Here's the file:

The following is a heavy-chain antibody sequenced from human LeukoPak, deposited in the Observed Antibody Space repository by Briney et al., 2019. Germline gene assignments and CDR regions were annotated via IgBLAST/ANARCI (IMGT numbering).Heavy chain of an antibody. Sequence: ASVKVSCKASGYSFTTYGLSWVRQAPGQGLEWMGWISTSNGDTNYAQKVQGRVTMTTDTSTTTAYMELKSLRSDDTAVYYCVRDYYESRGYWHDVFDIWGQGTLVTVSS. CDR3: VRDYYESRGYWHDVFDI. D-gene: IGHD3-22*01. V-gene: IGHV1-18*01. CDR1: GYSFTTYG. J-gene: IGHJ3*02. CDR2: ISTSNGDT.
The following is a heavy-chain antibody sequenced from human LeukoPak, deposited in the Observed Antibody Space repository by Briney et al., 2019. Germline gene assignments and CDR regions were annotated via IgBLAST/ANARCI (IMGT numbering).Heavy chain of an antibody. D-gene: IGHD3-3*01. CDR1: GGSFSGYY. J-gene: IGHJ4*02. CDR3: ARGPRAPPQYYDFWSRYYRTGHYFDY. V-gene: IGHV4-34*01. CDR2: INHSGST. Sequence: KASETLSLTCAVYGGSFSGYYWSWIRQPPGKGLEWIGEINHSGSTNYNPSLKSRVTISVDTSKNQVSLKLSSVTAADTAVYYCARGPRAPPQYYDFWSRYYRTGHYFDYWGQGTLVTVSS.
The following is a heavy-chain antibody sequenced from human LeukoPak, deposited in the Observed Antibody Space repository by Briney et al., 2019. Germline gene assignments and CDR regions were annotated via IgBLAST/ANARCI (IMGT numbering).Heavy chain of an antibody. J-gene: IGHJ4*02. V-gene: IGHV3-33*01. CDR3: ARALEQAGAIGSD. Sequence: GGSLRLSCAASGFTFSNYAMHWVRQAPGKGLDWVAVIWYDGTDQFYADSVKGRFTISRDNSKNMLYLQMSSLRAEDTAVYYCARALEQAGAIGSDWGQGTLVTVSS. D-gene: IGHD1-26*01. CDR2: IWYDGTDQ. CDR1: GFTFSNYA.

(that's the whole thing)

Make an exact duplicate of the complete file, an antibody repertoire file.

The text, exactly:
The following is a heavy-chain antibody sequenced from human LeukoPak, deposited in the Observed Antibody Space repository by Briney et al., 2019. Germline gene assignments and CDR regions were annotated via IgBLAST/ANARCI (IMGT numbering).Heavy chain of an antibody. Sequence: ASVKVSCKASGYSFTTYGLSWVRQAPGQGLEWMGWISTSNGDTNYAQKVQGRVTMTTDTSTTTAYMELKSLRSDDTAVYYCVRDYYESRGYWHDVFDIWGQGTLVTVSS. CDR3: VRDYYESRGYWHDVFDI. D-gene: IGHD3-22*01. V-gene: IGHV1-18*01. CDR1: GYSFTTYG. J-gene: IGHJ3*02. CDR2: ISTSNGDT.
The following is a heavy-chain antibody sequenced from human LeukoPak, deposited in the Observed Antibody Space repository by Briney et al., 2019. Germline gene assignments and CDR regions were annotated via IgBLAST/ANARCI (IMGT numbering).Heavy chain of an antibody. D-gene: IGHD3-3*01. CDR1: GGSFSGYY. J-gene: IGHJ4*02. CDR3: ARGPRAPPQYYDFWSRYYRTGHYFDY. V-gene: IGHV4-34*01. CDR2: INHSGST. Sequence: KASETLSLTCAVYGGSFSGYYWSWIRQPPGKGLEWIGEINHSGSTNYNPSLKSRVTISVDTSKNQVSLKLSSVTAADTAVYYCARGPRAPPQYYDFWSRYYRTGHYFDYWGQGTLVTVSS.
The following is a heavy-chain antibody sequenced from human LeukoPak, deposited in the Observed Antibody Space repository by Briney et al., 2019. Germline gene assignments and CDR regions were annotated via IgBLAST/ANARCI (IMGT numbering).Heavy chain of an antibody. J-gene: IGHJ4*02. V-gene: IGHV3-33*01. CDR3: ARALEQAGAIGSD. Sequence: GGSLRLSCAASGFTFSNYAMHWVRQAPGKGLDWVAVIWYDGTDQFYADSVKGRFTISRDNSKNMLYLQMSSLRAEDTAVYYCARALEQAGAIGSDWGQGTLVTVSS. D-gene: IGHD1-26*01. CDR2: IWYDGTDQ. CDR1: GFTFSNYA.